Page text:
Motions (and Oppositions) for Temporary Orders
It may take a while until your divorce case is finished and the judge enters all the final orders. If there are some issues that you would like the judge to sort out while you are waiting for the final divorce, you can find information on this page about how to get temporary orders in place, and how to respond to a motion for temporary orders filed against you.
A “motion” is a written request that asks the judge to enter certain orders. It is more detailed than the initial paperwork filed in the case. A motion tells the judge what the person wants the judge to order and why. Either the Plaintiff or the Defendant can file a motion. A court date is set for any motion that is filed.
After a motion is filed and served on the other party, the other party can file a written “opposition” if he or she disagrees with the other party’s requests. The opposition can include a "countermotion" that tells the judge what that party would like the judge to order and why.
Both parties will have to go to the court hearing so the judge can ask both of them some questions and decide what temporary orders to put in place.
A motion for temporary orders can include just about any issue that you and your spouse need the judge to decide while you are going through a divorce. The most common issues raised in motions for temporary orders include:
- Temporary Child Custody and Visitation: The judge can put a temporary custody and visitation schedule in place so you and your spouse know when the children should be with each parent.
- Temporary Child Support: A judge can set temporary child support based on the temporary custody and visitation schedule.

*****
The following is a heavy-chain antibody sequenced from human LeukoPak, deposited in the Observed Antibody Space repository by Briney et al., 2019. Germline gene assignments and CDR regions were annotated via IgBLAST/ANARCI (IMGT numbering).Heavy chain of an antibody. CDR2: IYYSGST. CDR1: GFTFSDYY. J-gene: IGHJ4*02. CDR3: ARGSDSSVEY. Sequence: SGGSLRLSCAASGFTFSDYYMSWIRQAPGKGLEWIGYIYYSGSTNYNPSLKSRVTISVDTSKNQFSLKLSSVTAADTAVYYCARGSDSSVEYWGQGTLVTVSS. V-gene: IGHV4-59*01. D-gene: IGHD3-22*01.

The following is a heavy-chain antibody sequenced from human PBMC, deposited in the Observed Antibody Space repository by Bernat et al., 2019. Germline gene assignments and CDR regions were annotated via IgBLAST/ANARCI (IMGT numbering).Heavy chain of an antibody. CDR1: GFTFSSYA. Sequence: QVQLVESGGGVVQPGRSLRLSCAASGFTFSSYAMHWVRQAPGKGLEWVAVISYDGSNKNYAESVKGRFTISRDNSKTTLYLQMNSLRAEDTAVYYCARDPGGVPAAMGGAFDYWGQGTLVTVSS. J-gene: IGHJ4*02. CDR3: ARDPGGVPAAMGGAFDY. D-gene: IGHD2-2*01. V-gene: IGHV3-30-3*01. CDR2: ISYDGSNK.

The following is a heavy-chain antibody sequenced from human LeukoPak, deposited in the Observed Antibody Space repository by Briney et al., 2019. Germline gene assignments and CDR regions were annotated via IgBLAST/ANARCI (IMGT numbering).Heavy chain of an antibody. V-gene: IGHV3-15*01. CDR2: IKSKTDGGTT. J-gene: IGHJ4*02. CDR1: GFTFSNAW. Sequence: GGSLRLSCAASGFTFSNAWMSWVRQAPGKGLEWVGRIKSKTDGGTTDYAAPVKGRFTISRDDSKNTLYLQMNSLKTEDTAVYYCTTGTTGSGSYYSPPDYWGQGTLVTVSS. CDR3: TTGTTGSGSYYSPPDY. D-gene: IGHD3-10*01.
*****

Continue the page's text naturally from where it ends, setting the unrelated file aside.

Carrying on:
- Temporary Spousal Support (Alimony): If one spouse needs financial help during the divorce, the other spouse might be ordered to pay temporary alimony.
- Temporary Exclusive Possession of the House: A judge can decide which spouse should temporarily live in the house if the parties are unable to live together during the divorce.
Any orders issued by the judge are temporary and are meant to provide some guidance while the divorce is going forward. The final orders are not decided until you and your spouse settle the case, or the judge decides the issues at trial.
Before you file a motion, the court rules require you to try and solve the issue privately with the other party first. If you do not, you will have to explain in your motion why you did not try to resolve this outside of court. If the judge thinks you could have resolved this without filing a motion, you could be sanctioned!
Follow these steps if you would like to file a motion or if you need to respond to a motion that the other party filed:
- Select and Complete the Paperwork
- File the Paperwork
- Serve the Other Party (the most important and often forgotten step!)
- Go to the Hearing
- Prepare an Order After the Hearing
To get a motion (or opposition) filed, you will have to file a motion (or opposition), a motion/opposition fee information sheet, and probably a financial disclosure form. Each of the forms and explanations are below.
The Financial Disclosure Form
This form is required if you or your spouse are asking for any financial orders. Financial orders include: child support, spousal support, exclusive possession of the house, or anything else that has to do with finances. You must attach your three most recent paystubs to this form.
The Motion / Opposition Fee Information Sheet
You must fill out a “Motion/Opposition Fee Information Sheet” every time you file a motion or opposition. This form tells the Clerk of Court whether you have to pay a filing fee. There is usually no fee to file a motion or opposition for temporary orders because it is a “motion filed before final divorce,” and therefore excluded from the usual filing fees.
The Motion / Opposition
The Family Law Self-Help Center has two motions (and oppositions) for temporary orders available for married persons.